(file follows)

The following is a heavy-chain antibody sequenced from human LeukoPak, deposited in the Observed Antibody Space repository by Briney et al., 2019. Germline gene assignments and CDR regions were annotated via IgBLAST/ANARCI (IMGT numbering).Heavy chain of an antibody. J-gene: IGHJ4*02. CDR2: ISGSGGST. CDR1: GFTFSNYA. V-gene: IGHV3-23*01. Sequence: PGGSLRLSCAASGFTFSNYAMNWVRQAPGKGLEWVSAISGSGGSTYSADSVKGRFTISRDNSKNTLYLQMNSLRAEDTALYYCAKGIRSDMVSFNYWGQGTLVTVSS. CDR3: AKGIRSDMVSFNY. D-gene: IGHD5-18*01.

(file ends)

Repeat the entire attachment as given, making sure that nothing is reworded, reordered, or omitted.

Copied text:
The following is a heavy-chain antibody sequenced from human LeukoPak, deposited in the Observed Antibody Space repository by Briney et al., 2019. Germline gene assignments and CDR regions were annotated via IgBLAST/ANARCI (IMGT numbering).Heavy chain of an antibody. J-gene: IGHJ4*02. CDR2: ISGSGGST. CDR1: GFTFSNYA. V-gene: IGHV3-23*01. Sequence: PGGSLRLSCAASGFTFSNYAMNWVRQAPGKGLEWVSAISGSGGSTYSADSVKGRFTISRDNSKNTLYLQMNSLRAEDTALYYCAKGIRSDMVSFNYWGQGTLVTVSS. CDR3: AKGIRSDMVSFNY. D-gene: IGHD5-18*01.